By Derik Andreoli, Director of Economic Analysis and Forecasting, Mercator International
The logistics landscape is ever-evolving as shippers adopt new supply chain strategies and adapt to diverse and variable market pressures. Ports, too, are adapting to succeed in today’s changing market and rise to the challenges associated with the rapid upsizing of container ships (see sidebar). And in this global and expanding e-commerce world, the choice of where shippers locate distribution center (DC) operations and which ports they choose to employ has a meaningful impact on margins.
Because a significant amount of U.S. imports are shipped through Canadian ports, this ports update will take a look at Canada and the U.S. as a single North American market. The vast majority of non-NAFTA trade volumes arrive by ship; thus seaports are central features of the logistics landscape.
Most manufactured goods are shipped in containers because this alleviates the need to handle the commodities at the port. Instead, the containers can be loaded directly onto trucks or railcars and transported to a regional distribution center for deconsolidation and delivery. Container trade volumes are best forecasted using a top-down macroeconomic approach that accounts both for differential tradelane growth rates and for the order in which ports are called.
Typically, the largest market in a service rotation will be called first, and intermodal volumes destined for inland markets will be discharged there. With half of the population residing in inland markets, inland intermodal and truck volumes are important revenue generators for ports that attract first inbound calls.
In short, a container port’s volume will depend on the tradelane mix of services calling the port, the headhaul direction of each of these tradelanes (imports have been growing faster than exports), where the port sits in the port rotation, and the ability of the port to accommodate increasingly large vessels.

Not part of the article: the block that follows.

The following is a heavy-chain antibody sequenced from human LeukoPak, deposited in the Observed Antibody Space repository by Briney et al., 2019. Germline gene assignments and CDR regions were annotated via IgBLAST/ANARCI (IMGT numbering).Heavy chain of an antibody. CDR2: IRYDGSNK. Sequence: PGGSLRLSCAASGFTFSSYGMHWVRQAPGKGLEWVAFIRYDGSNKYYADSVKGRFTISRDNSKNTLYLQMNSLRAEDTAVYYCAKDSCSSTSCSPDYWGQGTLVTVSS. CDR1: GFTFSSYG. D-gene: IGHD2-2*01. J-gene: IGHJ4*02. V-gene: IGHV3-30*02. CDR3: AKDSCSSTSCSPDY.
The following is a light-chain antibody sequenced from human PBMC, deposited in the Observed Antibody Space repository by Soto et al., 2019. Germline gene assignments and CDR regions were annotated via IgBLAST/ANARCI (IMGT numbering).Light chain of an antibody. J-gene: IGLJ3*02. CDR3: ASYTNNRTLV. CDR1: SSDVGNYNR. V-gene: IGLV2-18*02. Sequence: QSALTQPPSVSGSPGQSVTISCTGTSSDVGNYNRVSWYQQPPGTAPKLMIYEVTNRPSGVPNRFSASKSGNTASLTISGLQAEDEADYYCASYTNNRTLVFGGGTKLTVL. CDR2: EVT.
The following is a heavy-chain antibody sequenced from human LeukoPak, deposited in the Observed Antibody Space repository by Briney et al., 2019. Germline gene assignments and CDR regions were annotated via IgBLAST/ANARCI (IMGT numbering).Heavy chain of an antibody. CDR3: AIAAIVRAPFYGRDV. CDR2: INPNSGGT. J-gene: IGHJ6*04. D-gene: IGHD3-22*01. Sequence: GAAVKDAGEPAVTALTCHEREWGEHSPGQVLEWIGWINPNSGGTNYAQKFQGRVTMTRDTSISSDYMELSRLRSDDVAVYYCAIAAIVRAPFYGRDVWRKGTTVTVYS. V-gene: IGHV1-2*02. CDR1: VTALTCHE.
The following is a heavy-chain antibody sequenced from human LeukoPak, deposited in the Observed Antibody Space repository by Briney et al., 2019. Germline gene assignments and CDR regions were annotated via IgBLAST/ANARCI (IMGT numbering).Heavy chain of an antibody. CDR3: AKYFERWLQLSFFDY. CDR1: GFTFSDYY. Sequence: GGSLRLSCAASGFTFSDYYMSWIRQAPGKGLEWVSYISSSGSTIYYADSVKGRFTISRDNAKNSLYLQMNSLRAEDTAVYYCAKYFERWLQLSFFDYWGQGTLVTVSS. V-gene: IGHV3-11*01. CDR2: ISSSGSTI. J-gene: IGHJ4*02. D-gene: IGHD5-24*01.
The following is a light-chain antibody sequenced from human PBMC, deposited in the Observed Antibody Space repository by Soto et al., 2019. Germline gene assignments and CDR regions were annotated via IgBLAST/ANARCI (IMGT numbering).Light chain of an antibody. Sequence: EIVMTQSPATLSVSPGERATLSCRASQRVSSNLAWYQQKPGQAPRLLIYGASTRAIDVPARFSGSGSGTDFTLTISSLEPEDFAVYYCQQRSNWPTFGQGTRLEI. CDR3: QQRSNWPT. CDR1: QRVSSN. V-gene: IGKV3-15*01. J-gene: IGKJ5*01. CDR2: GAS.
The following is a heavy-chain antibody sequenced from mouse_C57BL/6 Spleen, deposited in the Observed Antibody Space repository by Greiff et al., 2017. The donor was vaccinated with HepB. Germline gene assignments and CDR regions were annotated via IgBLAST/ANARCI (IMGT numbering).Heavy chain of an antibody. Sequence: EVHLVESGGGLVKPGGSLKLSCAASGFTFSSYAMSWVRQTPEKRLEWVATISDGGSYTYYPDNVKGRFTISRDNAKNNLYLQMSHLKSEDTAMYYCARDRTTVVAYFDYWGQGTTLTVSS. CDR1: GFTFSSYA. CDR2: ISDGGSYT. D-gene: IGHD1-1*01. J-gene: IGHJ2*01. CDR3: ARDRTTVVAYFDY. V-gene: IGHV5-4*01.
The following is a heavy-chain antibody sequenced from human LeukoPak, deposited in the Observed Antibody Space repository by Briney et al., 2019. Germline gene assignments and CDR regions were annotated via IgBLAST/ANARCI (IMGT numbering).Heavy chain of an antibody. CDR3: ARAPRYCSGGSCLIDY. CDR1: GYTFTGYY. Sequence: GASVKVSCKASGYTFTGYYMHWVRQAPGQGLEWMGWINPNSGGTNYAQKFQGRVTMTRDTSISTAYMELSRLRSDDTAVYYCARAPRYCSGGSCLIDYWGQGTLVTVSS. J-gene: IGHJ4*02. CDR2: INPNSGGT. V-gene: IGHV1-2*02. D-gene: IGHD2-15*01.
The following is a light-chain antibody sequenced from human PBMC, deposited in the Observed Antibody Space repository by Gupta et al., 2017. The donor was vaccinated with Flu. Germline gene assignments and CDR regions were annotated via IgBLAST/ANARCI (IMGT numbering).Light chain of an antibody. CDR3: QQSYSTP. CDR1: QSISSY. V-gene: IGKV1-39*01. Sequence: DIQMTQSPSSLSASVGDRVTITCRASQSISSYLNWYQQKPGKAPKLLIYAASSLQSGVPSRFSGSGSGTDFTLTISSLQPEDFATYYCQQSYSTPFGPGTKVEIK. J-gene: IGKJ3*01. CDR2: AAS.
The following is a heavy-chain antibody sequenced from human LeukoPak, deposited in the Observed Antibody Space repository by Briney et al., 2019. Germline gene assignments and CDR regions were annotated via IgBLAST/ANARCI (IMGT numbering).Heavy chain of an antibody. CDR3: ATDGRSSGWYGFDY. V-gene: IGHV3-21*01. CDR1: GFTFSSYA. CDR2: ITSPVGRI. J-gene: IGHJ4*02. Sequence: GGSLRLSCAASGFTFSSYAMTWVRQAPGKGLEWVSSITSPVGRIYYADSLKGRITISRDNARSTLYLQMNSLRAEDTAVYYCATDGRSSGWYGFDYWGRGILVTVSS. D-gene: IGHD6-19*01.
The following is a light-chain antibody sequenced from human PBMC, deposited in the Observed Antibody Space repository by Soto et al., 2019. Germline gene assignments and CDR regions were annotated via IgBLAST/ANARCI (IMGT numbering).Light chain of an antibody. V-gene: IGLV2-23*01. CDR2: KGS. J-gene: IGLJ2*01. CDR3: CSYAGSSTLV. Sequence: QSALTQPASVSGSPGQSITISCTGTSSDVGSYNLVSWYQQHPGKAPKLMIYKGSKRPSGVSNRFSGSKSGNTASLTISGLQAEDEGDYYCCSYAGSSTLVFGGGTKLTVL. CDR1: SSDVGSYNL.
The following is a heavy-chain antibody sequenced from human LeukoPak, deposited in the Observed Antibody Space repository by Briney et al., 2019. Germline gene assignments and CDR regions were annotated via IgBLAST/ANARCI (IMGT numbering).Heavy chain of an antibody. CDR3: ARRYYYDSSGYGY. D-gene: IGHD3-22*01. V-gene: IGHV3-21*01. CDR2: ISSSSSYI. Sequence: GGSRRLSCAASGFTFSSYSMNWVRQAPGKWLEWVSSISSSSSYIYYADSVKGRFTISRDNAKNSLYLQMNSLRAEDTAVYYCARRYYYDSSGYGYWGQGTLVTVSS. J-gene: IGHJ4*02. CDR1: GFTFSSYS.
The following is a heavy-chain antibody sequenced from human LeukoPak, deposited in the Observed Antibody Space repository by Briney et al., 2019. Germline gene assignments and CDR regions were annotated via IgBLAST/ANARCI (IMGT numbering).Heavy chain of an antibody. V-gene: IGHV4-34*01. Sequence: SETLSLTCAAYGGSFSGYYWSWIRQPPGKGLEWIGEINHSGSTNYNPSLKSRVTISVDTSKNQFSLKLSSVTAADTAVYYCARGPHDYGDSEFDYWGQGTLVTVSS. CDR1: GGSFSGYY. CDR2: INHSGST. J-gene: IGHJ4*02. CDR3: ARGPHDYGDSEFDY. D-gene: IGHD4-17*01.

Why does this matter to shippers? Port volumes reflect current market conditions and are a measure of “group think” among shippers. But there is a catch. The alignment of many thousands of individual supply chain decisions leads to differential port volume growth rates, and the fastest growing ports face the biggest challenges in managing congestion.
In our modern logistics landscape, shippers must account not only for conditions that affect logistics costs, transit times and reliability today, but also anticipate how these metrics are likely to evolve tomorrow and over time when setting up distribution networks and siting distribution centers.
Container port outlook
Many economists have expressed concern over the fact that global trade has been growing at rates that have been close to parity with global GDP. While this may be true in dollar terms, global container volumes continue to grow at a multiple of world GDP—and the same is true in North America.
Since recovering from the global financial crisis, loaded inbound container volumes associated with the North American import headhaul tradelanes (NE Asia, SE Asia, Northern Europe, the Mediterranean, Central America, South America and the Indian Subcontinent) have expanded at a compound annual rate of 4.2%, which is approximately double the 2.1% compound annual rate of growth for the combined U.S. and Canadian economy. In order to accommodate this growth, carriers have upsized vessels.
The relationship between total container volumes and real GDP is linear and highly correlated. This means that each unit of real GDP growth is associated with a constant number of containers. The strength of this relationship is remarkable considering how global trade has evolved over the last 30 years.
The high correlation means that there is a strong tendency for mean reversion—a fancy way of saying that when volumes underperform expectations one year, they are likely to overperform expectations the following year. For example, loaded inbound volumes grew just 2.9% in 2016, but bounced back growing 8.1% in 2017.
And as the economy grows so too do container volumes—and they do so in a predictable manner. But, while a rising tide may lift all boats, some will rise faster than others. The following ports—presented in geographic order—are likely to grow faster than the overall market.